The endocannabinoids 2-AG and AEA have also been reported to bind to the lysophosphatidylinositol (LPI) – sensitive receptor, GPR55 (Ryberg et al., 2007). The findings that Δ9-THC, CBD and the synthetic cannabinoid CP-55940 also bind to GPR55 this group to postulate that GPR55 is a novel cannabinoid receptor. However, GPR55 exhibits only 10–15% homology to cloned CB1 and CB2 receptors (Baker et al., 2006). More importantly, the reported pharmacology of GPR55 is conflicting; studies from different laboratories have found widely discrepant results as summarized in several recent reviews (Henstridge et al., 2011Pertwee et al., 2010Ross, 2009;Sharir and Abood, 2010).

A large body of evidence is emerging which indicate that the resulting effects of endo-, phyto-, and synthetic cannabinoid interactions cannot be definitively explained based on the two-cannabinoid receptor theory. Activation of previously orphaned G-protein receptors, GPR18 and GPR55, by endo-, phyto-, and synthetic cannabinoids suggest that these receptors may have a role in the wide ranging neuro-modulatory effects of the endocannabinoid system (reviewed in (Pertwee et al., 2010Stella, 2010).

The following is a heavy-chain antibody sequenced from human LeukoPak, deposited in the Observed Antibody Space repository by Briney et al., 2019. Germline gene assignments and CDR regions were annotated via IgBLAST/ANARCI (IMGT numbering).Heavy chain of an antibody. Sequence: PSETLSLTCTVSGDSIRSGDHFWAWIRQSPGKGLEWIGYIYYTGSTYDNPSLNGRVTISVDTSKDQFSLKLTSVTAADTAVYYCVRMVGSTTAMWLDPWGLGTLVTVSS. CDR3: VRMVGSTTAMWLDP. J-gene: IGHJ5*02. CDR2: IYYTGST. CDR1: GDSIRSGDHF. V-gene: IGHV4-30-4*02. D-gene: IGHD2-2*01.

2. Cannabinoid Receptor Nomenclature

Defining a cannabinoid receptor has become more complex. The IUPHAR committee on Receptor Nomenclature and Drug Classification, Subcommittee on Cannabinoid Receptors, has proposed a set of criteria for classifying a target as a cannabinoid receptor (Pertwee et al., 2010). This nomenclature committee consists of a number of scientists who are actively involved in research on cannabinoids, and who review on a regular basis, new targets and new nomenclature for the cannabinoid receptors. The current criteria are as follows: